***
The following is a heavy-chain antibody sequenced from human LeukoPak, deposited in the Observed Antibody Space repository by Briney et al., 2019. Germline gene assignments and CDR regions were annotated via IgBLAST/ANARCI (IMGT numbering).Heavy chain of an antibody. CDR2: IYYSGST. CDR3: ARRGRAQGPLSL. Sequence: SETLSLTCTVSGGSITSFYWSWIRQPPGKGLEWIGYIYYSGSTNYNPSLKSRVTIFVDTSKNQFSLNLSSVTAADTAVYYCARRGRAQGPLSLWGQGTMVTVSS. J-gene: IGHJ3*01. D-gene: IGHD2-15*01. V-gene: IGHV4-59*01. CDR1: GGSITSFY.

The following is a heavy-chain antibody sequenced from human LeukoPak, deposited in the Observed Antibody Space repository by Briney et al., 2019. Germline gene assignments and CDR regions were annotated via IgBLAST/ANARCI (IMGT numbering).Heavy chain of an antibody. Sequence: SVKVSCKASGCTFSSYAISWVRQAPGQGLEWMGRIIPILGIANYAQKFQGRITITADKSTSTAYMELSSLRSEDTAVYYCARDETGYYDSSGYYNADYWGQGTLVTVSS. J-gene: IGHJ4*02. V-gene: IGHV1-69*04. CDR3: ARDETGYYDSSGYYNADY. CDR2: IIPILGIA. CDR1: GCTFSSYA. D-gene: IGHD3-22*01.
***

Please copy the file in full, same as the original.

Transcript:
The following is a heavy-chain antibody sequenced from human LeukoPak, deposited in the Observed Antibody Space repository by Briney et al., 2019. Germline gene assignments and CDR regions were annotated via IgBLAST/ANARCI (IMGT numbering).Heavy chain of an antibody. CDR2: IYYSGST. CDR3: ARRGRAQGPLSL. Sequence: SETLSLTCTVSGGSITSFYWSWIRQPPGKGLEWIGYIYYSGSTNYNPSLKSRVTIFVDTSKNQFSLNLSSVTAADTAVYYCARRGRAQGPLSLWGQGTMVTVSS. J-gene: IGHJ3*01. D-gene: IGHD2-15*01. V-gene: IGHV4-59*01. CDR1: GGSITSFY.

The following is a heavy-chain antibody sequenced from human LeukoPak, deposited in the Observed Antibody Space repository by Briney et al., 2019. Germline gene assignments and CDR regions were annotated via IgBLAST/ANARCI (IMGT numbering).Heavy chain of an antibody. Sequence: SVKVSCKASGCTFSSYAISWVRQAPGQGLEWMGRIIPILGIANYAQKFQGRITITADKSTSTAYMELSSLRSEDTAVYYCARDETGYYDSSGYYNADYWGQGTLVTVSS. J-gene: IGHJ4*02. V-gene: IGHV1-69*04. CDR3: ARDETGYYDSSGYYNADY. CDR2: IIPILGIA. CDR1: GCTFSSYA. D-gene: IGHD3-22*01.